One of my favorite NBA players growing up was Alex English. Nicknamed “The Blade,” English was a smooth, slashing forward who averaged more than 20 points a game for 10 consecutive seasons with the Denver Nuggets. He made eight All-Star teams and was a prominent enough player in his time that he starred in the 1987 movie “Amazing Grace and Chuck,” in which he played an NBA star who refused to play in games until there were no nuclear weapons on the planet. (It was not a good movie.)
But how much do you think about English now? Do you even know who English is? Only hardcore ’80s sneakerheads remember English because he had the misfortune to play at the same time as Larry Bird and Magic Johnson, not only the two most charismatic (and greatest) players of the pre-Jordan era, but also the leaders of the two best teams, the Celtics and the Lakers, who had an annual rivalry so fierce it’s still the model for sports feuds today.
The Celtics and the Lakers were so much the signature teams of their era that when you think of ’80s basketball, you think of Bird and the Celtics and Magic and the Lakers, and everybody else is a minor character. English was born at the wrong time.
Last July 4, when free agent forward Kevin Durant announced he was leaving the Oklahoma City Thunder to join the Golden State Warriors, the matchup for the NBA Finals — which tips off Thursday night — seemed set in stone: The Warriors, who beat the Cleveland Cavaliers in the 2015 championship, would play the Cavs, who beat the Warriors in the 2016 championship. And here we are, for the third consecutive year, with a Warriors-Cavaliers Finals.
Laments about predictability are misguided. Rematches in basketball aren’t like movie sequels, with lesser follow-ups to “The Hangover” making you forget what you loved so much about the original. They instead enrich characters you already know, deepen plotlines, expand the canvas for new stars and new twists. And more to the point: They cement the teams involved as the generational signposts for millions of fans.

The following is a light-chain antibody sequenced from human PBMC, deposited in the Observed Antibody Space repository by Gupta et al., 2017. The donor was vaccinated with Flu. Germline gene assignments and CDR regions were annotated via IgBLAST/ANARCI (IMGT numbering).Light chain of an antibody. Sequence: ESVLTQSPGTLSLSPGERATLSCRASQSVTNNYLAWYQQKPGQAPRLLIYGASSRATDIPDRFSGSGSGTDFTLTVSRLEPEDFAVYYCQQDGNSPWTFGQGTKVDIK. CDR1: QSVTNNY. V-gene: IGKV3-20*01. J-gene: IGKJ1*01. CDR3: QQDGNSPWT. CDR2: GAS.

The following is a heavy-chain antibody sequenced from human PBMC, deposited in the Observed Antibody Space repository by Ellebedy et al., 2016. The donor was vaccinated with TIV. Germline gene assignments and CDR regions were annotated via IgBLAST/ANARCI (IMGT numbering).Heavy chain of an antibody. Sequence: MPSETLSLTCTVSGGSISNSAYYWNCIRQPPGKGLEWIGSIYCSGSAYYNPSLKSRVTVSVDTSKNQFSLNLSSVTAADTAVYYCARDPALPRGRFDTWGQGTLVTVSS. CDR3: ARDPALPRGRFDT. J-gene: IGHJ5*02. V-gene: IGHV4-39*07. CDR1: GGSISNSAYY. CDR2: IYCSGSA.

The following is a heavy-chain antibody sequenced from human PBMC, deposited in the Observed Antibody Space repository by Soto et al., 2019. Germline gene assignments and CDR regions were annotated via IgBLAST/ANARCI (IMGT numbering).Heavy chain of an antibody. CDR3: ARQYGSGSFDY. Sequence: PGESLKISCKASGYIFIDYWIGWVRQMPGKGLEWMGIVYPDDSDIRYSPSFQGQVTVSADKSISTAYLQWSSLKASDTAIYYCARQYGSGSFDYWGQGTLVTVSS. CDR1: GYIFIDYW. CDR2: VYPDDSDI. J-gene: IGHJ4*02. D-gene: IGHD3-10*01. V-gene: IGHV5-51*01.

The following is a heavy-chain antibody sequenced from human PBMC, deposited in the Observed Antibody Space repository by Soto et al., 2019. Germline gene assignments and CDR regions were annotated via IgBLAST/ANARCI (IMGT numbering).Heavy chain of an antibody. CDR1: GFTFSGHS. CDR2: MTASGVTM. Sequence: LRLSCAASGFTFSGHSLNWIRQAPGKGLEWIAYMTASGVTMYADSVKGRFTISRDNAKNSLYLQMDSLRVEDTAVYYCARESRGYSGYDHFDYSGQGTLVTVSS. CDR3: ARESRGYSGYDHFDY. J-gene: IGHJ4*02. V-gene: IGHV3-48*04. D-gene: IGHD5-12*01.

Right now, you might be tired of seeing the Warriors and the Cavaliers play for the championship. But I bet you won’t feel that way by Game 4, and I know you won’t feel that way in 20 years. In 20 years, this might be all you remember.
These two teams have more than just familiarity to ensure their legacy. The Warriors, led by Stephen Curry, play in a wild, free-flowing style. They are compulsively fun to watch and represent the culmination of every prevailing trend in the NBA over the past half-decade: Shoot from distance, shoot quickly and then hurry back so you can do it again. They play such an attractive brand of ball, with such talent everywhere, that they seem poised to dominate the NBA for years to come.
Except … here is LeBron James, already one of the best five basketball players of all time. LeBron has played every style imaginable, from the old, plodding defensive slop of the Pistons-Knicks age — the only way LeBron and the depleted Cavs could compete with the Warriors two years ago — to the isolation game of Allen Iverson to, seeing the way the wind is blowing, the 3-point-tossing game the Warriors have mastered. Without LeBron still hanging on — he’s five years older than most of the Warriors’ stars — Golden State would be free to become the next Kobe-Shaq Lakers: so dominant that there are no serious challengers. But LeBron’s will, not to mention his otherworldly talent, has been the unmovable force standing in the Warriors’ way.
It was inevitable they would meet at this point. Again. This has been a terrific NBA season, with players such as James Harden and likely MVP Russell Westbrook putting up historic numbers. They are amazing players, but they ultimately will end up curios: Like Alex English, they were born at the wrong time.
This year, there was a sense that you could skip the regular season and just watch the Finals and still see all you really needed to see. History will show this notion was right. These NBA Finals aren’t all that matter now: They’re all that will ever matter. We are watching the Celtics-Lakers. We’ll remember this as long as we remember those matchups from the ’80s. It is likely all we’ll be able to remember. That’s sad for the rest of the NBA. But for the rest of us, who get to watch this series and then talk about it for years to come … well, maybe Russell Westbrook and James Harden were born at the wrong time, but we, as fans, absolutely were not. This is the golden age. This is the point of any of it.
Will Leitch is a senior writer at Sports On Earth, contributing editor for New York magazine, film critic for Grierson & Leitch and the founder of Deadspin.